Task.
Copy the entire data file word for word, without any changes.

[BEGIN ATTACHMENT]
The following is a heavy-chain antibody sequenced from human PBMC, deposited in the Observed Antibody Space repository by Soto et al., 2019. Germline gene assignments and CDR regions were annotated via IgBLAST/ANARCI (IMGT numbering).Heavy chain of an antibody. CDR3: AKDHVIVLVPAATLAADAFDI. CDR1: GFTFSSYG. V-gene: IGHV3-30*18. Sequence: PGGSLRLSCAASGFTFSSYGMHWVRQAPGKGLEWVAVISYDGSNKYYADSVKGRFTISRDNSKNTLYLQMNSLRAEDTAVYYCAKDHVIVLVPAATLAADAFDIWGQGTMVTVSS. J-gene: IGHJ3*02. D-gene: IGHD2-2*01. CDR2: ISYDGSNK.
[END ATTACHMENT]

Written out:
The following is a heavy-chain antibody sequenced from human PBMC, deposited in the Observed Antibody Space repository by Soto et al., 2019. Germline gene assignments and CDR regions were annotated via IgBLAST/ANARCI (IMGT numbering).Heavy chain of an antibody. CDR3: AKDHVIVLVPAATLAADAFDI. CDR1: GFTFSSYG. V-gene: IGHV3-30*18. Sequence: PGGSLRLSCAASGFTFSSYGMHWVRQAPGKGLEWVAVISYDGSNKYYADSVKGRFTISRDNSKNTLYLQMNSLRAEDTAVYYCAKDHVIVLVPAATLAADAFDIWGQGTMVTVSS. J-gene: IGHJ3*02. D-gene: IGHD2-2*01. CDR2: ISYDGSNK.